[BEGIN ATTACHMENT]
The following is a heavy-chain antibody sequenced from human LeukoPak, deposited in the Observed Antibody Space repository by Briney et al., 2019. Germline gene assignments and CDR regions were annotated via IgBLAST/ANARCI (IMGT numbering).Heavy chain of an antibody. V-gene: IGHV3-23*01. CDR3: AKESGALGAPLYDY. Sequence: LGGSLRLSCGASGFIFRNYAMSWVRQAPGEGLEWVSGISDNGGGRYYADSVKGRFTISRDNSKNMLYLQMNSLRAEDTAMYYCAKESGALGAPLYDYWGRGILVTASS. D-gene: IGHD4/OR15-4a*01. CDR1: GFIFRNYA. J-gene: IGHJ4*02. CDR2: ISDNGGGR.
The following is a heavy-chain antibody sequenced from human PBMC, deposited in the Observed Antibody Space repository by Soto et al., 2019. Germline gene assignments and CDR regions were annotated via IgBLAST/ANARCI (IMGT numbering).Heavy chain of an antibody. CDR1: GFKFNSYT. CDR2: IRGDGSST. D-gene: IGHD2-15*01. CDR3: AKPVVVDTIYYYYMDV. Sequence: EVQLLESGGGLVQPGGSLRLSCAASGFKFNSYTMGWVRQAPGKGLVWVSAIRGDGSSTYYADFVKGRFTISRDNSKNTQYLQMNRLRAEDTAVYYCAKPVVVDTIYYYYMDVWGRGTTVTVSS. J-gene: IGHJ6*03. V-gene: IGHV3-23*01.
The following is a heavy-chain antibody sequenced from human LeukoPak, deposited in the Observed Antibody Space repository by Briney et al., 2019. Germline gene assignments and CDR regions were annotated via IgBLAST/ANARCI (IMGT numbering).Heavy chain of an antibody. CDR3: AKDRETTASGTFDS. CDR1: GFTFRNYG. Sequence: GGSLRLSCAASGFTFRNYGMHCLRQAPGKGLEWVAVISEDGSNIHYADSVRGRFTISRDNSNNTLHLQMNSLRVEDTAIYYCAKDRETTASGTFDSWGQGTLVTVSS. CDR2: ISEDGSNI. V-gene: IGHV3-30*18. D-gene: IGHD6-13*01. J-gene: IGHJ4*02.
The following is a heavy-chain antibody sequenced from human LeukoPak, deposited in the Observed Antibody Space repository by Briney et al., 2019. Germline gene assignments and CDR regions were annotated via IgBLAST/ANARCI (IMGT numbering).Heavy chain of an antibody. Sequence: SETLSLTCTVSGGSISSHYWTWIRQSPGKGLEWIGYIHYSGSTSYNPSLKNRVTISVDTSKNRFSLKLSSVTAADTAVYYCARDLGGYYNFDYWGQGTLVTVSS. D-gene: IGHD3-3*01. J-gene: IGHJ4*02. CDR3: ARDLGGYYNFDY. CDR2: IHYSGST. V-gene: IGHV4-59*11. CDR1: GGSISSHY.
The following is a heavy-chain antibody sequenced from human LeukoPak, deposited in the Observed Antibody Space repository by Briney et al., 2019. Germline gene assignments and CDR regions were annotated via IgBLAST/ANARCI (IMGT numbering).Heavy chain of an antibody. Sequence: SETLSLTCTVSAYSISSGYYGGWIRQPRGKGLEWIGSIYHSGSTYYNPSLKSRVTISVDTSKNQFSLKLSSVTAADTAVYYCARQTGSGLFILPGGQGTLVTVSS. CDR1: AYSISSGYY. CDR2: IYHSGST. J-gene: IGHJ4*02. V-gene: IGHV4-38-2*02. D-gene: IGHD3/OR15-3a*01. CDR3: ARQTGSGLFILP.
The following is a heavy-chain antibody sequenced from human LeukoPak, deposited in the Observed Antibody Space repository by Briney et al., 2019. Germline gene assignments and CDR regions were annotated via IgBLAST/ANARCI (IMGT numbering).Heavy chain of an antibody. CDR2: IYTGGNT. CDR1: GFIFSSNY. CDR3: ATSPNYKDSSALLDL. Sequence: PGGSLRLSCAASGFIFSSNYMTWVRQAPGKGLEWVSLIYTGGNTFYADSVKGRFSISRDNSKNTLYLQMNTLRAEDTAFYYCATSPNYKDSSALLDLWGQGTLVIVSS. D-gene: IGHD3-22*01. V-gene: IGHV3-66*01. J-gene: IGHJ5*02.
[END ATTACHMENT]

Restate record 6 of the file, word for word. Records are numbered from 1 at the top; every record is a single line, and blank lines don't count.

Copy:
The following is a heavy-chain antibody sequenced from human LeukoPak, deposited in the Observed Antibody Space repository by Briney et al., 2019. Germline gene assignments and CDR regions were annotated via IgBLAST/ANARCI (IMGT numbering).Heavy chain of an antibody. CDR2: IYTGGNT. CDR1: GFIFSSNY. CDR3: ATSPNYKDSSALLDL. Sequence: PGGSLRLSCAASGFIFSSNYMTWVRQAPGKGLEWVSLIYTGGNTFYADSVKGRFSISRDNSKNTLYLQMNTLRAEDTAFYYCATSPNYKDSSALLDLWGQGTLVIVSS. D-gene: IGHD3-22*01. V-gene: IGHV3-66*01. J-gene: IGHJ5*02.